Recently, the Afghan government failed the transparency test miserably, which is a reflection of its authority and efficacy. According to the “Global Corruption Report 2008,” released by Transparency International, on a scale of 1 to 10, the state embarrassingly scored 1.8 in its efforts to govern void of corruption, ranking 172 among 180 countries. The result of this study is sufficient to realize the severity of official corruption within the Karzai administration. Poppy production, insecurity, human rights abuses, and a slow pace of reconstruction are among the challenges deeply rooted in public corruption destabilizing Afghanistan on political, social and economic basis. Thus, it is sensible to expect the next American President work closely with the Afghan leadership on neutralizing the perils to the authority of the state as well as to the lives and liberties of the public.

Experts on Afghan affairs agree that dysfunctional institutional management has contributed to all of the other ills inflicted upon the Afghan state and society. In a July 27, 2008 article in the “New York Times”, Thomas Schweich, a U.S. senior counter narcotics official argued that widespread institutional corruption within the Karzai administration in general, and the law enforcement agencies of the state in particular is a serious impediment to the U.S. and international community’s counter narcotics efforts. Schweich concluded his article offering a series of suggestions for eradicating drugs and the establishment of a competent government in Afghanistan. Ending the influence of corrupt politicians within the state’s various organizational structures is the top item on his list of recommendations. His presentation of facts, as well as advice on how to combat drug production and trade could prove helpful in formulating policy concerning Afghanistan.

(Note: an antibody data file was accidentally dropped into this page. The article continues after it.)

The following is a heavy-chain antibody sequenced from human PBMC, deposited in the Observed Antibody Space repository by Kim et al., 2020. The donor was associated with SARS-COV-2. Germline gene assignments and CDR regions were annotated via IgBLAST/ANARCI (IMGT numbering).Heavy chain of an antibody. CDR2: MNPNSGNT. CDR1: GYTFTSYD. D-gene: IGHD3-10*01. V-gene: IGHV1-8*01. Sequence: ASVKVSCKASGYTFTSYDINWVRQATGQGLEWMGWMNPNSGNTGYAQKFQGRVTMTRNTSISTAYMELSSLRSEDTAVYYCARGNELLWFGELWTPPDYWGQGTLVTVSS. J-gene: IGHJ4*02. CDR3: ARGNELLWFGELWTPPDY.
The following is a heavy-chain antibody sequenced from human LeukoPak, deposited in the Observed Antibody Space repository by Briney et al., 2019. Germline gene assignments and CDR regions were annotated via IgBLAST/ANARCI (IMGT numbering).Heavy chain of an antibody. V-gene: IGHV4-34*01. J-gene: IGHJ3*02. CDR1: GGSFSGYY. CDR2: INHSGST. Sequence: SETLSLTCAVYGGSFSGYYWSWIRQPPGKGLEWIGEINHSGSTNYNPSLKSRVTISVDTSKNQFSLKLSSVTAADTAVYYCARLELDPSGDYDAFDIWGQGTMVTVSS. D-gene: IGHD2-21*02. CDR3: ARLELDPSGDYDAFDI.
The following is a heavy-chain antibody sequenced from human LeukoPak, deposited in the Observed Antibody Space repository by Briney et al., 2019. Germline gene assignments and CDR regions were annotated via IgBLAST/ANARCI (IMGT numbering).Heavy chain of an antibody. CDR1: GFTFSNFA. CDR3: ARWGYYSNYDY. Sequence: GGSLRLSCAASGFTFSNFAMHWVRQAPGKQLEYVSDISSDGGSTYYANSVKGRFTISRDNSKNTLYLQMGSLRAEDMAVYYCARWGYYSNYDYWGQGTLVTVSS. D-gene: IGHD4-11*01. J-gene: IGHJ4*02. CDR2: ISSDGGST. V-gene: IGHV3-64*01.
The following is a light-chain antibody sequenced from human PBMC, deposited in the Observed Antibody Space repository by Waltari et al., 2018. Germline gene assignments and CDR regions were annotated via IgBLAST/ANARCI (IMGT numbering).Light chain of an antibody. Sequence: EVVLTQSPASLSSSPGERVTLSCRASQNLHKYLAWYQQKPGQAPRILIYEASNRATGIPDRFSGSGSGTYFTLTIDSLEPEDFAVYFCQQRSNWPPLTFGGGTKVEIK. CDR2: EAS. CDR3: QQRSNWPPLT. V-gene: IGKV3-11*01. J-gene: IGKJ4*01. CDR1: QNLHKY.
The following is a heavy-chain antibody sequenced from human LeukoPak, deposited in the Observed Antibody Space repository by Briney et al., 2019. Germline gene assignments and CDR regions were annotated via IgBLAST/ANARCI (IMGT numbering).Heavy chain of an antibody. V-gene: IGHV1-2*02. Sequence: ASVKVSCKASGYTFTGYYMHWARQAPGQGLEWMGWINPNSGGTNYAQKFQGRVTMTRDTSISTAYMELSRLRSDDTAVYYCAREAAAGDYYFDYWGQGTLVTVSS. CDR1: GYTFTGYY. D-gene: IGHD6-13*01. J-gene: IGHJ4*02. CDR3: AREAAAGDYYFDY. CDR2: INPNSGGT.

In order to eliminate the Al Qaeda and the Taliban threat, be it McCain or Obama, the next President of the Unite State could take advantage of his position to help empower the Afghans. The distress caused by economic destitute combined with the rule of a corrupt and largely dysfunctional state could remain a matter of significant concern as grounds for the survival and growth of terrorism and international drug trade. The Afghan state has not been able to combat two of its formidable internal enemies – corruption and drugs. This has lead to the weakening of its status as a legitimate body in the eyes of the Afghans. Clearly, a weak state with little or no moral authority to attract cooperation and support from its citizens is unlikely to play an operative role in defeating Al Qaeda and the Taliban. Therefore, the Karzai administration is undoubtedly in need of further support from the U.S. to reform and reorganize its institutions, especially its law enforcement agencies and the judicial system. Helping the Afghan state to become functionally effective and regain the moral authority necessary to rule will help us win the war on terrorism. In the wake of the Taliban’s recent deadly attacks on NATO forces, the urgency in increasing the number of NATO troops, and rethinking military strategy in Afghanistan seems real. Nevertheless, without a simultaneous and equal focus on assisting the Afghans to stabilize their political and economic order our military efforts and sacrifices in that country could prove futile.